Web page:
"I've been looking for something not to like," a reader writes, "and now I've found it. You're a Yankee fan." I'm surprised he had to look so hard. But it's true, the season is over. I'll admit, however, that there's a twinge of interest in the fortunes of the White Sox. That's probably because of my seminary internship in Chicago when I came to love a city of which most New Yorkers are only vaguely aware. And yet, the White Sox winning the series? On the other hand, my friend Gilbert Meilaender, a frequent contributor to FIRST THINGS, says the Cubs are going to do it one of these years. No doubt we all have weird things going through our heads when we pray "Thy kingdom come."
Wayne C. Booth has died at age 84. He was for years professor of English at the University of Chicago and wrote compellingly about the importance of rhetoric. I'm not sure exactly what I learned from reading him, except that, as people are wearied of hearing me say, rhetoric is never mere rhetoric. Booth supported explicit ethical judgment in literary criticism. He wrote, "If the powerful stories we tell each other really matter to us -- and even the most skeptical theorists imply by their practice that stories do matter -- then a criticsm that takes their 'mattering' seriously cannot be ignored." It was not a concern of Booth's (who was an ex-Mormon), but he occasioned thinking about the morality of rhetoric, and of language more generally, in liturgy, Bible translation, and preaching. I've been fiddling with a piece on the New American Bible (NAB), the clunkiest of widely used translations, and now mandated for use in Catholic liturgy. Maybe I'll have the piece ready for the December issue. I was thinking of Booth as I wrote it, and then came the notice of his death in this morning's paper. There may be little point in lamenting the NAB. The bishops are not going to change the mandate any time soon. But maybe Catholics should know that somebody shares their pain, that they are not alone in suffering through those dumbed-down scriptural readings of tone-deaf and tone-deafening banality. And, who knows, putting our pain on the record may someday prompt second thoughts among those responsible for this linguistic affliction.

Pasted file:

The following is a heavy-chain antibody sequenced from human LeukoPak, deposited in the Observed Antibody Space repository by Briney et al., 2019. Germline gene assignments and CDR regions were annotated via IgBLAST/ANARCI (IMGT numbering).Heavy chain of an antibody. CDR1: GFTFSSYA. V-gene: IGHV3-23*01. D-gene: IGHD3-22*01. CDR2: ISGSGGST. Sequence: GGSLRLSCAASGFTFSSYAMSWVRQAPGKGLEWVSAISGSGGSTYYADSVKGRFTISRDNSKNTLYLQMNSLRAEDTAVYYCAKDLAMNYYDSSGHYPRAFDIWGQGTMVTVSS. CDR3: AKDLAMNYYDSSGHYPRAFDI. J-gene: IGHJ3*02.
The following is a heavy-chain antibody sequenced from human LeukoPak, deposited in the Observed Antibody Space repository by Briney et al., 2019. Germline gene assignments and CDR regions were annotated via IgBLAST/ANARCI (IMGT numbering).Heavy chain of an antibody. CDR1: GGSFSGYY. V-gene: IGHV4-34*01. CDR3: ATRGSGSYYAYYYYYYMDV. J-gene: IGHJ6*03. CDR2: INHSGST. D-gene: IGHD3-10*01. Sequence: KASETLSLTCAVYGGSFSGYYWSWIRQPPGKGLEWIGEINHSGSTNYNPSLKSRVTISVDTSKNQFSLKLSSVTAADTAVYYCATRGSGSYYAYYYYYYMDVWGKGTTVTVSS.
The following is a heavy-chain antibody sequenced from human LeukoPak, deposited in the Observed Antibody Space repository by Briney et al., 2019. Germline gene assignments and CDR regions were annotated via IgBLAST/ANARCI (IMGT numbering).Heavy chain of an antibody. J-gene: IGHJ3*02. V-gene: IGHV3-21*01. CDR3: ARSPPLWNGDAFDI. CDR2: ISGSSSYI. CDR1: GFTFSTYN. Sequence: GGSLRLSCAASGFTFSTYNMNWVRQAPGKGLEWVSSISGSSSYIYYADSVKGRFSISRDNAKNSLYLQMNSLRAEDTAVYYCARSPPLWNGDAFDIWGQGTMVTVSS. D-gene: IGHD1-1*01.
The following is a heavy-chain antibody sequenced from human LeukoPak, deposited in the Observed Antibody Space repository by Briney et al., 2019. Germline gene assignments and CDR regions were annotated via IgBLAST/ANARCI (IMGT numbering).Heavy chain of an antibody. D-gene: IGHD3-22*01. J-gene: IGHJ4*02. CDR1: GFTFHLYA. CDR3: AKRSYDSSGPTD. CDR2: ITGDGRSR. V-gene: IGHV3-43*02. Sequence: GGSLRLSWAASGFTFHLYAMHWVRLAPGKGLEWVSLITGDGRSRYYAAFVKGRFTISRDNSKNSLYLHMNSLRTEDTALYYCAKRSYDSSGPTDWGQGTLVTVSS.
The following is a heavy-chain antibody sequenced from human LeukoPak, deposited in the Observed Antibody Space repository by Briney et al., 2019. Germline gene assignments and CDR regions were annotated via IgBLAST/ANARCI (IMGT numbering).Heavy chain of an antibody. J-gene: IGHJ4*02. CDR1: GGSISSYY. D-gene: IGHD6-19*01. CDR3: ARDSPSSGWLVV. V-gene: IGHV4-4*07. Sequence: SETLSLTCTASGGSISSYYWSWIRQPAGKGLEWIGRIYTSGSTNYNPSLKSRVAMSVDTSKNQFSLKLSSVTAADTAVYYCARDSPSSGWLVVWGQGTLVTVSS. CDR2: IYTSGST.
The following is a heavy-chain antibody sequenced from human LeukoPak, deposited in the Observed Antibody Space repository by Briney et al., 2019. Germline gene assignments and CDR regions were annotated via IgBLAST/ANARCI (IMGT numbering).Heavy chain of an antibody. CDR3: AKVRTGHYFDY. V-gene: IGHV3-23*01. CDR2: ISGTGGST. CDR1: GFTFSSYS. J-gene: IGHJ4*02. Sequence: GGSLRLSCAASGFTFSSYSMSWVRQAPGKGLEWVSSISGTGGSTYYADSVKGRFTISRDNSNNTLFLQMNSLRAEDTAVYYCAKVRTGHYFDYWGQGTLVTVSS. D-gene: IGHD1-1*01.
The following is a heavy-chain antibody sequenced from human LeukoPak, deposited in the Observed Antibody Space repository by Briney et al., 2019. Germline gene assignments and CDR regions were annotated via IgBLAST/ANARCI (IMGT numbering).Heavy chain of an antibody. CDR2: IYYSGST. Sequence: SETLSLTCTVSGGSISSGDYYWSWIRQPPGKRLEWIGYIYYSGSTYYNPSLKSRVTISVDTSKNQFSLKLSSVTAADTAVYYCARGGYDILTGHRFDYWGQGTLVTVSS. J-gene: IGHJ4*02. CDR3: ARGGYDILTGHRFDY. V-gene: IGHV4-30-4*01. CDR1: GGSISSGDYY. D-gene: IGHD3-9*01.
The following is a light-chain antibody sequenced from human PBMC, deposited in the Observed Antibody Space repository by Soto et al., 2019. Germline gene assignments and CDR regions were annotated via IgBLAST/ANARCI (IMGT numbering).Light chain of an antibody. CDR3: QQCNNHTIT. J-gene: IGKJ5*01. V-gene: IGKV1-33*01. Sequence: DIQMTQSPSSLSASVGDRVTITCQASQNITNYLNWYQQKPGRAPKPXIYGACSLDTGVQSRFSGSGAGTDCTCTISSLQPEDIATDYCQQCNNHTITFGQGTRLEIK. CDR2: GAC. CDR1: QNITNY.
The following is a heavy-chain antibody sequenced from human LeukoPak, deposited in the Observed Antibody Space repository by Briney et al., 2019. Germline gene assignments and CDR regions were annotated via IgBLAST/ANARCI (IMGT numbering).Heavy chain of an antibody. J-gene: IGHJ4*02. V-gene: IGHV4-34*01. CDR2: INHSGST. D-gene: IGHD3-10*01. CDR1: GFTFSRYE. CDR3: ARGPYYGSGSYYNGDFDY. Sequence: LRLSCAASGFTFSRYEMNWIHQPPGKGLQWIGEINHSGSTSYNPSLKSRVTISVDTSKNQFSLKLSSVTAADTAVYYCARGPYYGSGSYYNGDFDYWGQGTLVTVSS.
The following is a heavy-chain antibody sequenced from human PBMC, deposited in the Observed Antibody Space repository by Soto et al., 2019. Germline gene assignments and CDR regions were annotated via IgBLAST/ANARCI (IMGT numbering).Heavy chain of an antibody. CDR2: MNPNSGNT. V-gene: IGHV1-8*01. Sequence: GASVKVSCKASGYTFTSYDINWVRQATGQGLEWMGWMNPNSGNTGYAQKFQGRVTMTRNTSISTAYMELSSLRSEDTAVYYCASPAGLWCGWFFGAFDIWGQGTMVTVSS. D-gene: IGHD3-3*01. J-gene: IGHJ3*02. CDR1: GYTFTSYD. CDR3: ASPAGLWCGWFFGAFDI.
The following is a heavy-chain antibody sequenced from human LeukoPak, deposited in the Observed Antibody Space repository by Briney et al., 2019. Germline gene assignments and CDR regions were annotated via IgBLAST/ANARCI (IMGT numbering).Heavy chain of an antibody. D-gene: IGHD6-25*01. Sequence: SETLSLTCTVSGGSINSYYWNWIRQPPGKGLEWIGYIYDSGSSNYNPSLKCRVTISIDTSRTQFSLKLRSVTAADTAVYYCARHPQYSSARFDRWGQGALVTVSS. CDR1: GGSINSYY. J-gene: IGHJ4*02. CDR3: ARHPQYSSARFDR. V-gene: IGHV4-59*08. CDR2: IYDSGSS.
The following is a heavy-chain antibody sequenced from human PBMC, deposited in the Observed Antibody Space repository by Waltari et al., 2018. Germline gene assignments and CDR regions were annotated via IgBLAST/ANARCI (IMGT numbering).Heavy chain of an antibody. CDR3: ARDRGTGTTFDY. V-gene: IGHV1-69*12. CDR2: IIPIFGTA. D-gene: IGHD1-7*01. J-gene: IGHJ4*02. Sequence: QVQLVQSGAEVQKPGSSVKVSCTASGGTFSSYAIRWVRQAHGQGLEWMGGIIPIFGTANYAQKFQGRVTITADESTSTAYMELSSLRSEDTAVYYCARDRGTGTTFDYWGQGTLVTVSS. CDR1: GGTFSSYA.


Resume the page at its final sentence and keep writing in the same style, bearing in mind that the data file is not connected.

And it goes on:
I mean like I was reading this story about like alternatives to the use of embryonic stem cells and I thought like this isn't half bad, for the Times. It's a fairly straightforward account of the efforts of Dr. William Hurlbut of Stanford and others who propose ways of getting the necessary stem cells for research without creating and destroying human embryos. As you know, we've given this subject considerable space in FIRST THINGS, and support for the alternative strategies is strong among some of the most solid moral theologians and ethicists. (On the other hand, the correspondence section of the next issue includes a statement by thoughtful dissenters.) But then there is this in the Times story: "Dr. Leonard Zon, a stem cell researcher at Harvard Medical School, said some of the ethicists' ideas sounded like good, but he added: 'Are they practical? And if they are practical, are they necessary?'" Some of the writing in the Times is like good.
Last Sunday the "public editor" of the Times had a long piece on his survey of how the paper's editors and reporters think of their audience. Almost without exception, they think the readers of the paper are intelligent, well-educated, and eager to learn. What is not said explicitly is that the editors and reporters assume that they are in a position to teach such intelligent, well-educated, and intellectually curious readers. I suppose we all harbor delusions that keep us going from day to day. I'll probably have another entry on this website tomorrow.